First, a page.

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    For a different distinction, see also Tim Furnish‘s comment in his book Sects, Lies and the Caliphate “that liberals are almost always messianic, while conservatives tend more toward the apocalyptic”:

    It’s certainly the Democrat party, for the most part, that worships the idea of our elected democratic officials as messianic wealth-redistributors, assisted by their hordes of bureaucratic disciples; while the GOP (not unreasonably, perhaps) obsesses about apocalyptic demise—whether politically, theologically, or both.

    Furnish is writing in response to Anne Barbeau Gardiner‘s review of Ross Douthat‘s book, Bad Religion: How We Became a Nation of Heretics here — making use of a distinction which comes from Douthat himself:

    The fourth heresy is American nationalism, which has two sides, messianic and apocalyptic. The messianic side turns democracy into a religion capable of doing the “redemptive work that orthodoxy reserves for Christ and his Church,” while the apocalyptic side envisions our national history as a “downhill slide.” Today these two sides are “bipartisan afflictions.” Each takes its turn in the driver’s seat — the messianic when a favored political party is in power, the apocalyptic when it is out of power — with the result that they go through cycles of “utopian hopes and millennial angst.” Moreover, the two parties are “theological worlds unto themselves,” creating a Manichean landscape of good versus evil where a Christian is pressured to conform his “theology to ideology.”

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    Within a purely secular context, transfers of wealth happen all the time, in regular clock time, by means of gift, trade, theft and plunder.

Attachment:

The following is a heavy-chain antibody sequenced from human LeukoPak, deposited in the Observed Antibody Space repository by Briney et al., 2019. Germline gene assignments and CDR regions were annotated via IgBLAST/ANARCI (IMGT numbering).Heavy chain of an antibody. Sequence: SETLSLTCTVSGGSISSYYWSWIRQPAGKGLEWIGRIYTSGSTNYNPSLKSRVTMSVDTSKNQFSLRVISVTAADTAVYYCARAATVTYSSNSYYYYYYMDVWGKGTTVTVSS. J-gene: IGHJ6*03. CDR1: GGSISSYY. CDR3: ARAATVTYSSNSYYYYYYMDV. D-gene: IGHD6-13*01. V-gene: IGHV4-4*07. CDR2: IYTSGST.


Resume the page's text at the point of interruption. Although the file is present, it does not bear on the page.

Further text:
Within a Christian theological context, however, humans taking it upon themselves to separate the sheep from the goats is surely no different from separating the wheat from the tares — and as such, distinctly not something to be done until “the harvest” — in “the end times”.

    Matthew 13. 24-30:

    Another parable put he forth unto them, saying, The kingdom of heaven is likened unto a man which sowed good seed in his field: But while men slept, his enemy came and sowed tares among the wheat, and went his way. But when the blade was sprung up, and brought forth fruit, then appeared the tares also. So the servants of the householder came and said unto him, Sir, didst not thou sow good seed in thy field? from whence then hath it tares? He said unto them, An enemy hath done this. The servants said unto him, Wilt thou then that we go and gather them up? But he said, Nay; lest while ye gather up the tares, ye root up also the wheat with them. Let both grow together until the harvest: and in the time of harvest I will say to the reapers, Gather ye together first the tares, and bind them in bundles to burn them: but gather the wheat into my barn.

    And that’s a very different scenario, in which the timing is by definition unknown.

    Owls and roosters, wolves and warnings

    Wednesday, March 30th, 2016

    [ by Charles Cameron — too quiet, too loud, two versions ]
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    rooster and owlm fine cuisine
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    This isn’t the rooster and owl conjunction I refer to in this post, but it’s popping up in the DC area

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    I’m sure I first heard of the problem of the little boy who cried “Wolf” back in the mists of childhood, but it wasn’t until today, when reading up on retires CIA counterterrorist analyst and current novelist Susan Hasler that I first saw it applied to the issue of analysts alerting decision-makers of terrorism risks..

    DQ hasler landes

    Reading Hasler’s words, I was immediately reminded of Richard Landes‘ distinction between “end times” roosters and owls, which has been a salient analytic heuristic for me since the mid-nineties, when I was invited to join Landes in Boston University’s Center for Millennial Studies.

    Both quotes revolve around warning noises, and each features both “loud” and “soft” variants — but the differences between Hasler’s wolves and warnings and Landes’ owls and roosters are subtler than the similarities between them.